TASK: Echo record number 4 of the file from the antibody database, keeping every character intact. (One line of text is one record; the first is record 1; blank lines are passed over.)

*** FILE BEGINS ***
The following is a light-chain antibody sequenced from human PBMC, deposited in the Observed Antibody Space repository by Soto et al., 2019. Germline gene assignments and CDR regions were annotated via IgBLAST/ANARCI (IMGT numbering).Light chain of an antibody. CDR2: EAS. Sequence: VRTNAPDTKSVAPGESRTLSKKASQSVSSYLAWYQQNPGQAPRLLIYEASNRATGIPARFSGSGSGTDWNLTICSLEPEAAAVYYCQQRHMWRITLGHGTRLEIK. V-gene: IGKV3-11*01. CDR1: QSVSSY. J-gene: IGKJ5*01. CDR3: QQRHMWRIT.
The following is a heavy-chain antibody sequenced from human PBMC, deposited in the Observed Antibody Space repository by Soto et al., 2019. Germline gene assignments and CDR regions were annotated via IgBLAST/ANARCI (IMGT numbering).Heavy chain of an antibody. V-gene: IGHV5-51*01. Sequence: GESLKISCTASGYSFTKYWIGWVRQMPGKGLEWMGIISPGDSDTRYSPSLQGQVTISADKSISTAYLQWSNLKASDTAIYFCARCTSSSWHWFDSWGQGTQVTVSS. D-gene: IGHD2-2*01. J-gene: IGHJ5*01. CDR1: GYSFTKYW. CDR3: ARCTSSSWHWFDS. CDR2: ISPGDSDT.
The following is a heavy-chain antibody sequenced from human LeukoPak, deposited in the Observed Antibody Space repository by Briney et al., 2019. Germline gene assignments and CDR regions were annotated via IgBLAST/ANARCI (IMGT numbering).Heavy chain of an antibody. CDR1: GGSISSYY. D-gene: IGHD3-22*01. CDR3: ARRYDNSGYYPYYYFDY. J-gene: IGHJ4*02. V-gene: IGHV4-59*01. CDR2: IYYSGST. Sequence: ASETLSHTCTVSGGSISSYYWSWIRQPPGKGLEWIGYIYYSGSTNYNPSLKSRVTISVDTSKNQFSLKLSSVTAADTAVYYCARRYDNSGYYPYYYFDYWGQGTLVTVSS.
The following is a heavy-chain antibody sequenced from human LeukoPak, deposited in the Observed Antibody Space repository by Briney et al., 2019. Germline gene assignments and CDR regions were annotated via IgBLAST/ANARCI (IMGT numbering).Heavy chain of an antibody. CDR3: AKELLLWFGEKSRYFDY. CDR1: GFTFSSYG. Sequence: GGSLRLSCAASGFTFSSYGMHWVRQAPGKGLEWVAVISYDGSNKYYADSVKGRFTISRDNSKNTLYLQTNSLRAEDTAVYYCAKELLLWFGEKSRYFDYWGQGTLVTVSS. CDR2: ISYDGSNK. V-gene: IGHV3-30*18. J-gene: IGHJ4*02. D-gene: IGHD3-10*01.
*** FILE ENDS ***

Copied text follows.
The following is a heavy-chain antibody sequenced from human LeukoPak, deposited in the Observed Antibody Space repository by Briney et al., 2019. Germline gene assignments and CDR regions were annotated via IgBLAST/ANARCI (IMGT numbering).Heavy chain of an antibody. CDR3: AKELLLWFGEKSRYFDY. CDR1: GFTFSSYG. Sequence: GGSLRLSCAASGFTFSSYGMHWVRQAPGKGLEWVAVISYDGSNKYYADSVKGRFTISRDNSKNTLYLQTNSLRAEDTAVYYCAKELLLWFGEKSRYFDYWGQGTLVTVSS. CDR2: ISYDGSNK. V-gene: IGHV3-30*18. J-gene: IGHJ4*02. D-gene: IGHD3-10*01.